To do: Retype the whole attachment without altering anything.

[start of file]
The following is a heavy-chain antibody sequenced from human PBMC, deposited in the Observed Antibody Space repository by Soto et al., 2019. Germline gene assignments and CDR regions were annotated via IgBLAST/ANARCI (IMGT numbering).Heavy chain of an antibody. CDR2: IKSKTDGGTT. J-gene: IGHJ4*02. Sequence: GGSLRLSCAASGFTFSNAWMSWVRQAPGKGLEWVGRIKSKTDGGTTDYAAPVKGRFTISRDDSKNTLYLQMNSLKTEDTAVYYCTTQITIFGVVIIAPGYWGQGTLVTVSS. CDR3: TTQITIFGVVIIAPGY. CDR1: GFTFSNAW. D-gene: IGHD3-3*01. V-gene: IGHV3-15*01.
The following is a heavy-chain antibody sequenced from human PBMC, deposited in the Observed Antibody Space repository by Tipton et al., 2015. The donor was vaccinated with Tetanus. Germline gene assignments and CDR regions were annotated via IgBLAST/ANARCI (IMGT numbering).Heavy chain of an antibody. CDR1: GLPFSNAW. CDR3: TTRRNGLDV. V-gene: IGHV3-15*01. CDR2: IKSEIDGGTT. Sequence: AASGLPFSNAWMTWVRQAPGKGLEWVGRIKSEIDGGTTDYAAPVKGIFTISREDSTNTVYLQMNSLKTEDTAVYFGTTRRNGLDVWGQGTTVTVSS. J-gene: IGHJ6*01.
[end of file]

The following is a heavy-chain antibody sequenced from human PBMC, deposited in the Observed Antibody Space repository by Soto et al., 2019. Germline gene assignments and CDR regions were annotated via IgBLAST/ANARCI (IMGT numbering).Heavy chain of an antibody. CDR2: IKSKTDGGTT. J-gene: IGHJ4*02. Sequence: GGSLRLSCAASGFTFSNAWMSWVRQAPGKGLEWVGRIKSKTDGGTTDYAAPVKGRFTISRDDSKNTLYLQMNSLKTEDTAVYYCTTQITIFGVVIIAPGYWGQGTLVTVSS. CDR3: TTQITIFGVVIIAPGY. CDR1: GFTFSNAW. D-gene: IGHD3-3*01. V-gene: IGHV3-15*01.
The following is a heavy-chain antibody sequenced from human PBMC, deposited in the Observed Antibody Space repository by Tipton et al., 2015. The donor was vaccinated with Tetanus. Germline gene assignments and CDR regions were annotated via IgBLAST/ANARCI (IMGT numbering).Heavy chain of an antibody. CDR1: GLPFSNAW. CDR3: TTRRNGLDV. V-gene: IGHV3-15*01. CDR2: IKSEIDGGTT. Sequence: AASGLPFSNAWMTWVRQAPGKGLEWVGRIKSEIDGGTTDYAAPVKGIFTISREDSTNTVYLQMNSLKTEDTAVYFGTTRRNGLDVWGQGTTVTVSS. J-gene: IGHJ6*01.